(1) Are the contents and functioning of this model inconsistent in any way with the faith and religion of the New Testament? Is it degrading to God, or morally offensive, as is sometimes alleged? Our analysis has, I hope, served to show that it is not any of these things. And to have shown that may not be time wasted, for it seems clear that treatments of biblical material on the atonement are often influenced by prejudices of this kind, which produce reluctance to recognize how strong is the evidence for the integral place of substitution in biblical thinking about the cross.
Notice how he calls reasonable objections to his view “prejudices” when he doesn’t even realize it is his own view with the prejudices, and all to preserve Sola Fide at all costs. Not once does he explain how an innocent person can be punished, not once does he explain how the Father can unleash Divine Wrath on the Son. He has brushed off the criticisms each time they come up.
(2) Is our model truly based on the Bible? On this, several quick points may be made.
First, full weight must be given to the fact that, as Luther saw, the central question to which the whole New Testament in one way or another is addressed is the question of our relationship, here and hereafter, with our holy Creator: the question, that is, how weak, perverse, estranged and guilty sinners may gain and guard knowledge of God’s gracious pardon, acceptance and renewal. It is to this question that Christ is the answer, and that all New Testament interpretation of the cross relates.
Sadly it appears that the “answer” to how weak, perverse, estranged and guilty sinners are reconciled to God is by an equally weak, perverse, estranged and guilty system called Penal-Substitution. This all revolves around fear as well because unless these Protestants have a system in place that ‘guarantees’ them assurance of Heaven, regardless of how they arrived at that ‘guarantee’.
Second, full weight must also be given to the fact that all who down the centuries have espoused this model of penal substitution have done so because they thought the Bible taught it, and scholars who for whatever reason take a different view repeatedly acknowledge that there are Bible passages which would most naturally be taken in a penal substitutionary sense. Such passages include Isaiah 53 (where Whale, as we saw, [n. 36] finds penal substitution mentioned twelve times), Galatians 3:13, 2 Corinthians 5:15, I Peter 3:18; and there are many analogous to these.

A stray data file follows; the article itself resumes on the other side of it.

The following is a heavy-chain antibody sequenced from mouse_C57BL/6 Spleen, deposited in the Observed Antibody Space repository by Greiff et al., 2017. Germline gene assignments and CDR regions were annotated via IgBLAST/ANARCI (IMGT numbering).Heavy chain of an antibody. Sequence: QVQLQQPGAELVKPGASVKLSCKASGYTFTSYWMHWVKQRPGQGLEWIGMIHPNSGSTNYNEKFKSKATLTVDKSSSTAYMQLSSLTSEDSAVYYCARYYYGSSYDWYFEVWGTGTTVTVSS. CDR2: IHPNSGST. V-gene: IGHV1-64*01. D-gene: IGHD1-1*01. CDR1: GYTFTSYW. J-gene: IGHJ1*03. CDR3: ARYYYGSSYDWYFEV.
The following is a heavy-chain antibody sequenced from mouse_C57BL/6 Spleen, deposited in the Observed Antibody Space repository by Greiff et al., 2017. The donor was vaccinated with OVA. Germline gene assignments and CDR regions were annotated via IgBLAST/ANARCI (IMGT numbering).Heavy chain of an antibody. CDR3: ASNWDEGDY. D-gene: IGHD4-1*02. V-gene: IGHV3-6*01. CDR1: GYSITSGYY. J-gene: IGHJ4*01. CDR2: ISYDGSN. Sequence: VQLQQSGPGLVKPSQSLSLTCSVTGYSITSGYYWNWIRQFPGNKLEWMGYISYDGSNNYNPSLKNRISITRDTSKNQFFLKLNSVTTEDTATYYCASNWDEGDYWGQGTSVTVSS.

Why is Packer appealing to a “history” which he admitted earlier in this article was invented by Luther, who didn’t have centuries of Church History espousing this view? Next, the phrase “because they thought the Bible taught it”, is dangerous because every heresy came about by a misreading of Scripture. Did not the Arians read, “the Father is greater than I” and other “passages which would most naturally be taken” in an Arian sense and come to some not so Christian conclusions? Also, those passages do not clearly teach penal substitution: 2 Cor 5:15 and 1 Pt 3:18 are some very weak attempts to garner credibility, they don’t come close. Isaiah 53 is the closest to such a notion, but when read carefully does not result in Penal-Substitution either, especially considering the few direct NT references to Is 53 (53:4, Mat 8:14-17; 53:5-6, 9, 1 Pt 2:18-25; 53:7-8, Acts 8:30-35; 53:12, Lk 22:37, Mk 15:27-29*) don’t teach Penal Substitution at all, quite the opposite in fact. The NT is abundantly clear the cross was an act by wicked men, NEVER is it said to be a point where Jesus suffered Divine Wrath.
The second quotation picks up comments on what, by common consent, are Paul’s two loci classici on the method of atonement, 2 Corinthians 5:21 and Galatians 3:13. On the first, Hunter writes: ‘Paul declares that the crucified Christ, on our behalf, took the whole reality of sin upon himself, like the scapegoat: “For our sake he made him to be sin who knew no sin, so that in him we might become the righteousness of God.” Paul sees the Cross as an act of God’s doing in which the Sinless One, for the sake of sinners, somehow experienced the horror of the divine reaction against sin so that there might be condemnation no more.
‘Gal. 3:13 moves in the same realm of ideas. “Christ redeemed us from the curse of the law, having become a curse for us.”’ (I interpose here my own comment, that Paul’s aorist participle is explaining the method of redemption, answering the question ‘how did Christ redeem us?’, and might equally well therefore be translated ‘by becoming a curse for us’.) ‘The curse is the divine condemnation of sin which leads to death. To this curse we lay exposed; but Christ on his cross identified himself with the doom impending on sinners that, through his act, the curse passes away and we go free.
2 Cor 5:21 is certainly a Protestant favorite, but it doesn’t quite say what Protestants think. I deal with this in another paper so I wont go into it here. For now it will be enough to state that Christ didn’t literally become sin, thus this passage is figurative. Gal 3:13 is a bit more tricky, but again we cant say Christ literally “became a curse” or was literally cursed, rather what this is saying is that Christ endured the most humiliating form of death (“became obedient to death, even death on a cross!”-Phil 2:5-11). This quote comes from Deut 21:22-23 which makes it clear this punishment is for those who committed sins worthy of death, but this says nothing about transferring this punishment. This punishment is clearly seen in places like Joshua 8:28-29 and Joshua 10:25-27 where the intended effect is the highest form of humiliation and shock. The New Testament references explicitly say this “hanging on a tree” was caused by the hands of wicked men, not about suffering Divine Wrath, and these passages contrast these evil men’s actions with the Father raising Jesus (Acts 5:30; 10:39-40; 13:28-30). Lastly it is worth pointing out that while Packer mentions the “scapegoat” in the above quote, the truth is the Bible doesn’t talk about the scapegoat in that way. (See Appendix 2 for information on the scapegoat and Passover Lamb)